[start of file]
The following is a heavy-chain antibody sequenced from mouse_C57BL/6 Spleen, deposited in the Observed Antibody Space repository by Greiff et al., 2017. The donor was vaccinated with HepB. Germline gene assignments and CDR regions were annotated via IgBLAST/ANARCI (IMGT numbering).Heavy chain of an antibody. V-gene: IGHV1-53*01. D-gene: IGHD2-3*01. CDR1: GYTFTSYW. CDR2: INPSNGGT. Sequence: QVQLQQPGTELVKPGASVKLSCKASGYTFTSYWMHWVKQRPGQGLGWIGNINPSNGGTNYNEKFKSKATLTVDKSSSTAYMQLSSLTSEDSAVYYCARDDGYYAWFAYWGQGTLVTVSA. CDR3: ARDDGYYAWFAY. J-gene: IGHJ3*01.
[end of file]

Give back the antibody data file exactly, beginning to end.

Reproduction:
The following is a heavy-chain antibody sequenced from mouse_C57BL/6 Spleen, deposited in the Observed Antibody Space repository by Greiff et al., 2017. The donor was vaccinated with HepB. Germline gene assignments and CDR regions were annotated via IgBLAST/ANARCI (IMGT numbering).Heavy chain of an antibody. V-gene: IGHV1-53*01. D-gene: IGHD2-3*01. CDR1: GYTFTSYW. CDR2: INPSNGGT. Sequence: QVQLQQPGTELVKPGASVKLSCKASGYTFTSYWMHWVKQRPGQGLGWIGNINPSNGGTNYNEKFKSKATLTVDKSSSTAYMQLSSLTSEDSAVYYCARDDGYYAWFAYWGQGTLVTVSA. CDR3: ARDDGYYAWFAY. J-gene: IGHJ3*01.